This guide was born out of discussion with many parents and teachers and following on from this we have put together our ideas and suggestions for ways that parents can be involved and nurture their child’s learning.
From our own research and data gathered by others we have seen a direct correlation between parent participation and a child’s ability to learn. Parent participation is not being a pushy parent but it is enthusiastically joining your child in activities that subtly exercise the child’s cognitive functions. We have found that the best learning happens when a student is unaware of being taught but instead they are immersed in their own play, self-expression and problem solving.
Reading and writing
Our highest demand from parents is them wanting us to help them to support their child’s literacy and to help instill confidence. In our often fast paced world of on demand cartoons and captivating games, it can be easy to forget to make space for the written word and oral storytelling. The language that children develop over time is often used to cultivate their emotions and ideas, with this language we can then not only exchange information, but deeply connect with one another.
This exercise is ideally for children who have begun to talk. The parent takes the lead in creating a simple narrative, allowing the child to explain what happens next. This is a lovely exercise which can be carried out with a group of children. This activity encourages improvisation, confidence in expressing one’s ideas, patience and listening, with the ability to allow the narrative to unfold rather being under one person’s control. For children that are not yet able or old enough to participate they can either listen within a group setting and/or a parent can make up a simple story using some props from their toy collection.
Take turns to read and/or perform limericks and poems from some great well known authors such as, Edward Lear, Robert Louis Stevenson, Spike Milligan and Christina Rossetti. Reading and listening to rhyme is a great way to support spelling and learning phonetics. This activity demonstrates to the child that poetry and language can be playful and enjoyable, creating positive memories associated with speaking in front of others.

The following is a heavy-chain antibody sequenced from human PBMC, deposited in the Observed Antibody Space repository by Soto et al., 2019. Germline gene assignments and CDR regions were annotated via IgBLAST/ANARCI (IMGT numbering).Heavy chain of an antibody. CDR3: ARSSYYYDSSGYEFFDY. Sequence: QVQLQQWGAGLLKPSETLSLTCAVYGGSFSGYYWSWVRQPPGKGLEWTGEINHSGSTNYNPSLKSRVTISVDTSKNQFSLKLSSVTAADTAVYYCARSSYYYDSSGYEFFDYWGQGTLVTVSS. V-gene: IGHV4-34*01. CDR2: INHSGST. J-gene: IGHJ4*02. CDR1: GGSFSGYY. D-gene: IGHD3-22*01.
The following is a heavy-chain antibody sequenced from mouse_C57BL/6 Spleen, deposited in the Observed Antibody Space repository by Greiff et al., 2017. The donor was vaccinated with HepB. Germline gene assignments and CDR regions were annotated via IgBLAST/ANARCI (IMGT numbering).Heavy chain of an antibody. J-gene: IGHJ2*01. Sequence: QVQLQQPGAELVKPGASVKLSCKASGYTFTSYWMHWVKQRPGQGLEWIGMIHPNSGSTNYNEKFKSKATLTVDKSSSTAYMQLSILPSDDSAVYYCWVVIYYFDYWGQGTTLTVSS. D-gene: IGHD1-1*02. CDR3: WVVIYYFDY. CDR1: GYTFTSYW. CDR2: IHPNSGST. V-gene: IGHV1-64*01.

This is an exercise we are currently using with many of our students and it is proving to have great success as well as being enjoyable for both the teachers and students. To do this at home I suggest finding three pieces of instrumental music that are very different to each other in mood and tempo. Ask your child to close their eyes and listen to the sounds for 10-20 seconds before beginning to write. We find that it can take a few rounds of doing it before the child fully understands and relaxes into the process. The aim is to write a free flowing list of words that come into the imagination without judging what is written. If your child struggles you can give your child prompts by suggesting they describe: smells, tastes, sounds, colours, atmosphere, time of day, weather, characters, country, place etc. We have discovered that these lists become fantastic sources of ideas for story writing, taking a child out of their normal comfort zones into intricate and believable descriptive scenes.
Further reading: I recommend researching ‘Dialogic Reading’.
Numbers, shape and space
Numbers, shape and pattern is a language. A formula of measuring and explaining the world without words and verbal meaning. Mathematics can be a way in which students can use mother nature’s code to help build pine cones, cauliflowers and ferns. For a student to truly excel in their numeracy, we believe in the impotence of both recognising numbers, shape and pattern in the world around us and then embodying the understanding of these facts and systems. In early years, numeracy is still taught in a very physical and tangible way, however we have seen the National Curriculum lacking in concrete learning as children move from Key Stage 1 and 2. Even the children labelled as the most competent in Maths seem to struggle with estimation of size, finding surface areas of 3d shapes and worded problems. We therefore emphasise to parents the importance of frequent activity at home that involves measuring and working with values and amounts to help reinforce their learning as well as making the subject fun.